Hello again everyone,
For those of you that were interested or recently started The Greatest Show on Earth, by Richard Dawkins, I figured we would start a discussion on it. Any one that wants to join in and start the read is more than welcome, as well as those who have already read it. (I'm sure Nelson will have some insight for us!)
Let me know what you think! Thanks everyone!
How and When will the discussion start?
After a long and busy holiday I finally managed to start the preface and chapter one discussion. It will be open for the next week and we can get started posting on it right away. I'm looking forward to all the responses. Here is the link to the first discussion page
Thank you to everyone that participated in the Preface and Chapter One discussion board. I think for next Sunday we can try to get chapters two and three in. I hope this isn't too fast for everyone. If you haven't finished the preface and chapter one that's fine. I will still be responding to that discussion board and you can catch up with us at your own pace.
I look forward to the next discussion with you all.
Hello again everyone,
I guess we had a little falling off, but feel free to jump right back in. I didn't post the link to the second discussion like I did with the first, so I guess better late than never. Here it is.
Looking forward to hearing some responses. The chapter three discussion will be up sometime Sunday night or Monday morning! Thanks again for the responses.
Just wanted to stop by and let everyone know that the next discussion for the book is up!
Check it out here - "The Greatest Show on Earth" Discussion 3
so, Chapter 4: Silence and Slow Time.
One of the most striking tidbits in this chapter comes near the end when Dawkins points out that "some 40% of the American population, and a somewhat smaller percentage of the British population, claim to believe that the Earth, far from being measured in billions of years, is less than 10,000 years. Lamentably, in America and over much of the Islamic world, some of these history-deniers wield power over schools and their syllabuses." That is truly grotesque, that the numbers are that high, I mean I can't stand the idea of ANYONE believing that crap, but 40%...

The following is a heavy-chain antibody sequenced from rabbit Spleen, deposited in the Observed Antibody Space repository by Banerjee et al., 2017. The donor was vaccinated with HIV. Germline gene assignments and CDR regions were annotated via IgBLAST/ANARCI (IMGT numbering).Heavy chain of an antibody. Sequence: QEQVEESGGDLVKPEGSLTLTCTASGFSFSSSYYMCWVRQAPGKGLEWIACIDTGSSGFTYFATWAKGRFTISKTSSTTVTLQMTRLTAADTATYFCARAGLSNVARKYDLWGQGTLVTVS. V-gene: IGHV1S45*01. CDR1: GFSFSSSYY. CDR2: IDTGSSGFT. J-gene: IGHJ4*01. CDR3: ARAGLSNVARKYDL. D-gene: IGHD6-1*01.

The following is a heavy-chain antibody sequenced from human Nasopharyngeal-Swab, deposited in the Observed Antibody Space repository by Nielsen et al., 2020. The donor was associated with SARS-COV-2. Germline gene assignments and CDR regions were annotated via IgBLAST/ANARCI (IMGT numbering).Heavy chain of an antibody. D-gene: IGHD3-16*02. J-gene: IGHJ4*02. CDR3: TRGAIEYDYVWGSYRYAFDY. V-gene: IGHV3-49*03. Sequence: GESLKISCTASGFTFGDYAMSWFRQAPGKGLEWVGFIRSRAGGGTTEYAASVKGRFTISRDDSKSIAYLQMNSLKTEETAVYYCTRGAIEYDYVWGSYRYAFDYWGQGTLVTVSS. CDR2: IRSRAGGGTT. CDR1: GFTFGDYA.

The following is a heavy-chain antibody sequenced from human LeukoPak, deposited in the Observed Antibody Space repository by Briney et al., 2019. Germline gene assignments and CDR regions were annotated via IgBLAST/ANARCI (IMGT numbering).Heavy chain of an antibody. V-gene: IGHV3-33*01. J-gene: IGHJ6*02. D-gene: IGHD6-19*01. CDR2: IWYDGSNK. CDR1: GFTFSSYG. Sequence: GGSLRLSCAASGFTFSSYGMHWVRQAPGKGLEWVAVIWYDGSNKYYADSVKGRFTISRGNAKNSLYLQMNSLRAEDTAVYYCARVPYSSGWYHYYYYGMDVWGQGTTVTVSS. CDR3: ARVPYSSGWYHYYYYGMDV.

It's so hard to understand that mindset. I mean when I read this chapter and Dawkins clearly details how dating works: tree rings (dendrochronology), radioactive clocks (half-life), and the various layers that fossils are found in and how they correspond to certain time periods (Cambrian, Ordovician, Devonian, etc.); and how all these methods can be used to date fossils and rocks and the age of the earth: it just all seems to make perfect sense. 1+1=2. And yet, so many people just completely reject all this evidence to instead "uphold the origin myth of a particular set of Bronze Age desert tribesman." Sigh...
Allow me to post a sidebar. Candidly, I haven't read the book yet. I agree with you..."It's so hard to understand that mindset." My situation was somewhat unique. I studied the Bible under a non-denomination preacher/teacher in Houston. He was degreed in Hebrew, Koine Greek and Aramaic from the University of Arizona, a pre-dispensationalist, Church Age proponent, etc. He actually did teach that the earth was millions and millions of years old, distinguishing what he called a complete global ice age between Gen. 1:1 and 1:2.
The church had untold thousands of adherents across the U.S., Canada, Europe and Asia including a VP of the US. He was so articulate and scholarly that we all 'accepted' this view. He published dozens of tracts and tapes and CD's. He refused to be televised or appeal to one's wallet. The man truly believed what he preached. But, later in my life, I woke up, grew up, studied and focused and came to believe that even a more rational form of religion was still untrue and based on mythology.
The point is, is that I can, in a way, understand the epistemology and ontological structure of their belief system...it's wrong, but I do to a degree comprehend it. Of course, I now know that 'faith', 'religion', a somewhat patriotic belief structure exists very, very deeply in this nation and it makes me sad. Irrationality usually trumps reason.